Tim Corbin, the baseball coach at Vanderbilt who led the Commodores to the College World Series title in June, developed a close friendship with Franklin while he was at Vandy. Corbin had plenty to say about how Franklin reinvigorated not only a woebegone football program but an entire athletic department and university community:


“(Franklin) was tapping into every resource he sees as necessary in order to move forward. He was continually thinking –his mind never stops. And he was just a person that asked a lot of questions about the recruiting part of it here at Vanderbilt, the kids, how everything was set up.”


“There’s nothing he’s saying that he won’t stand by. He is THAT guy. He is 100 percent committed to the developing every ounce of ability that that program has. I can’t speak to Penn State; I’m on onlooker when it comes to (Joe) Patreno and (Bill) O’Brien, but what I think he has – now, Joe was obviously there a long period of time – but what this guy has is attitude, presence, and an energy level that is very, very high. And you just can get him down – he just undeniably comes back all the time. He’s that fighter who is going to be with you. You think you’ve got him down and the next thing you know he’s back up again throwing punches and that’s why his kids are so resilient is because he’s so damn resilient.”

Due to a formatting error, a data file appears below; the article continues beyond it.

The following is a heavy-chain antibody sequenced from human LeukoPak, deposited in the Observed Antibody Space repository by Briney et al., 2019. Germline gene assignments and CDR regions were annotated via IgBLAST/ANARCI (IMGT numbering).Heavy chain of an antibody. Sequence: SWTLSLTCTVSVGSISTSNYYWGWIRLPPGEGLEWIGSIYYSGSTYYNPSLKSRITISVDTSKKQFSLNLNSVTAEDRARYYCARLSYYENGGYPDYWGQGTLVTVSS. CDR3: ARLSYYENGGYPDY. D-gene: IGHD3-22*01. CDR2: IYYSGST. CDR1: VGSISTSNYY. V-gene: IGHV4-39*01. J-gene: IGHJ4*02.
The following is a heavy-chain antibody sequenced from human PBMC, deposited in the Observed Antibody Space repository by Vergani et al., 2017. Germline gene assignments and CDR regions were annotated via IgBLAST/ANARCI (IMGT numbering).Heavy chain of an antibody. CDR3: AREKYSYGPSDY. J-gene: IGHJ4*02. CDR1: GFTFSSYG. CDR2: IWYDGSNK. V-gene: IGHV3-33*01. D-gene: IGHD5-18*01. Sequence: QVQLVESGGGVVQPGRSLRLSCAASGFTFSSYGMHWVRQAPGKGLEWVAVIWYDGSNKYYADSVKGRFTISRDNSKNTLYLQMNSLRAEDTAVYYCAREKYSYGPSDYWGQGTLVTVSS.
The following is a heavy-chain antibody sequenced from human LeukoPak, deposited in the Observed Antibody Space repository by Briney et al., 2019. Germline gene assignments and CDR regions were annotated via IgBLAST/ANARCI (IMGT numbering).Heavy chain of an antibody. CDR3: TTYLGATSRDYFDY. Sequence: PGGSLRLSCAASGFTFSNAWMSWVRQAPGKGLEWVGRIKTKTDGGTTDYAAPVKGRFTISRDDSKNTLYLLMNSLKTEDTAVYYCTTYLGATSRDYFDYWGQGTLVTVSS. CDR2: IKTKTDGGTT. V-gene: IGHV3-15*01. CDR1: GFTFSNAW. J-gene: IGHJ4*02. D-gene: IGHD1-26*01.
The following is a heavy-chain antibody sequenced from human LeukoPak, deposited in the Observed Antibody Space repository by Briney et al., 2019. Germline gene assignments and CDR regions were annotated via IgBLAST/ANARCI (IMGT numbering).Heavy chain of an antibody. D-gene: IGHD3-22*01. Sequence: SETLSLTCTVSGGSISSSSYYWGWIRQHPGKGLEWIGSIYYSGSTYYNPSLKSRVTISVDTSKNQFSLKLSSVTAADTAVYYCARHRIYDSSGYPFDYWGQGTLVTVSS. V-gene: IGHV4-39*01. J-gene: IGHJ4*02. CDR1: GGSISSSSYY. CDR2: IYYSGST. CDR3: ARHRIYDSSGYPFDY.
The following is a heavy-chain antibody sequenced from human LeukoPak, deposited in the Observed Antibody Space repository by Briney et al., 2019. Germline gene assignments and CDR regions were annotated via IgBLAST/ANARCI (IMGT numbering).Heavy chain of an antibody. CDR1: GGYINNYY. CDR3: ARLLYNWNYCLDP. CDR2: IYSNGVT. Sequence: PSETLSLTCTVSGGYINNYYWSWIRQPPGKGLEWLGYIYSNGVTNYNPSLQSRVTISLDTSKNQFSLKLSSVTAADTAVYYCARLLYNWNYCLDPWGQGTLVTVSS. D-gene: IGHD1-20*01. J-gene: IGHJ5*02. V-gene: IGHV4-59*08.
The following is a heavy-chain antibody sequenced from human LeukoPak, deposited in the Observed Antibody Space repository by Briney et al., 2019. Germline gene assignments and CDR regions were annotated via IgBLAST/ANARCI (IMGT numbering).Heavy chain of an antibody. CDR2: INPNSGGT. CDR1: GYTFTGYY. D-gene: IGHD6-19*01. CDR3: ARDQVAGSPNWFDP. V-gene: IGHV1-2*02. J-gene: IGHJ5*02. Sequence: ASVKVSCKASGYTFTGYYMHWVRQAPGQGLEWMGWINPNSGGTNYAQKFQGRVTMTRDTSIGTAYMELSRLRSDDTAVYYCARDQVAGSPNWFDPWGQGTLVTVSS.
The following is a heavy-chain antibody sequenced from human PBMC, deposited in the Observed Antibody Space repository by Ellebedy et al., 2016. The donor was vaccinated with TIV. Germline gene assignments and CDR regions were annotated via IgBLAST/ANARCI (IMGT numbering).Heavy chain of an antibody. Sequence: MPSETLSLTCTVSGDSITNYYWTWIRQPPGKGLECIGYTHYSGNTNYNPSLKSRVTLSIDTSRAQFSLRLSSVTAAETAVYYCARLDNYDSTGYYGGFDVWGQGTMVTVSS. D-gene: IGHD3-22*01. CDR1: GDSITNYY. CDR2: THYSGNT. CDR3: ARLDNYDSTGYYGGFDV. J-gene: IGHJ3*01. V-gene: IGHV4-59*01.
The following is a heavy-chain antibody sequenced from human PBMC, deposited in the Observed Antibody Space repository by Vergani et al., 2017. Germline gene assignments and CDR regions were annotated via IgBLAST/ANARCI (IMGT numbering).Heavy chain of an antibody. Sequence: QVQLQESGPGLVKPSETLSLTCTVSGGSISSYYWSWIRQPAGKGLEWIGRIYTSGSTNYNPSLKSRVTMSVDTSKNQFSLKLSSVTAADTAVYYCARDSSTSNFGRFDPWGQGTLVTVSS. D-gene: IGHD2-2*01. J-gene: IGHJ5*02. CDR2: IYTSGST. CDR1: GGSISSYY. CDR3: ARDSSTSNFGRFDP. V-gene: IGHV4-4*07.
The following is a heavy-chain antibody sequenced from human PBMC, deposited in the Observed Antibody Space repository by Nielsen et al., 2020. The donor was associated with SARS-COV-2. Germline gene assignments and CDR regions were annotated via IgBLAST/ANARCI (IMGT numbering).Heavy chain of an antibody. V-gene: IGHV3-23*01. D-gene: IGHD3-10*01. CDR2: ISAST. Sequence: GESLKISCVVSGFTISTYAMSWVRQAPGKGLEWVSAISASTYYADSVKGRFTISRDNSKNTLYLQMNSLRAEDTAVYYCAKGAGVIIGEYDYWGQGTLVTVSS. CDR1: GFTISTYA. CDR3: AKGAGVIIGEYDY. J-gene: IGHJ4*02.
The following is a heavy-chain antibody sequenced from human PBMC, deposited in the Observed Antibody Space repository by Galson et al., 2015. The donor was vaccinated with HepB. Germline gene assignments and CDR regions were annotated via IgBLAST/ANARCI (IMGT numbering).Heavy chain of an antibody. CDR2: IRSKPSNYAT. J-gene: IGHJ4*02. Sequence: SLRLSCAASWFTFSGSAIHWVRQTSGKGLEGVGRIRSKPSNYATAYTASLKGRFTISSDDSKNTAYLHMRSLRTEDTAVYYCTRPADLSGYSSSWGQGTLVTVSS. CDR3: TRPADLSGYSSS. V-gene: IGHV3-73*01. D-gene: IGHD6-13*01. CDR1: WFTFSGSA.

Longtime East Stroudsburg coach Dennis Douds – Franklin’s coach when he played quarterback in college – told me what everyone already knows. Franklin is a people person, and that shows in recruiting:


“He’s able to not only get players interested in Penn State, to come there and play, but the kids that are there now to play and get the whole Penn State Nation excited about supporting that program.”




I talked to sports marketing guru Joe Favorito, a professor at Columbia University. He said he has followed Franklin’s career closely.  I asked him how much a head coach is or can be identified as the “brand” of a team, athletic program or university:


“There’s plenty of examples, absolutely: Cal (John Cailpari at Kentucky basketball), Pitino (Rick Pitino at Louisville basketball). I think people go to see then, especially now in a day and age where student athletes are so transient and can be there one year and gone another. The best you have as a face of a program – and Penn State obviously had this for many years – is an imposing figure as coach. James Franklin aspires to be that. Obviously, there’s a lot of factors that go into that. You want someone to communicate and send out your message, and everyone knows this is his program, he’s the CEO.


“I honestly think in the world we live in that you have to be of a certain mindset thinking about what makes your program or your business successful.




I asked senior co-captain Miles Dieffenbach if players are compelled to join in with Franklin in promoting the program:


“As a senior, we have a lot to do around the community with community service and interacting with the community, and it’s definitely something you love going out into that sold-out stadium, so working with that coaching staff and the media trying to get fans in and incorporate the team and fans together and really make them part of the team – which they are, our fan base is truly unbelievable. And we want to get that stadium sold out, so I think it’s definitely something we can help with as well.”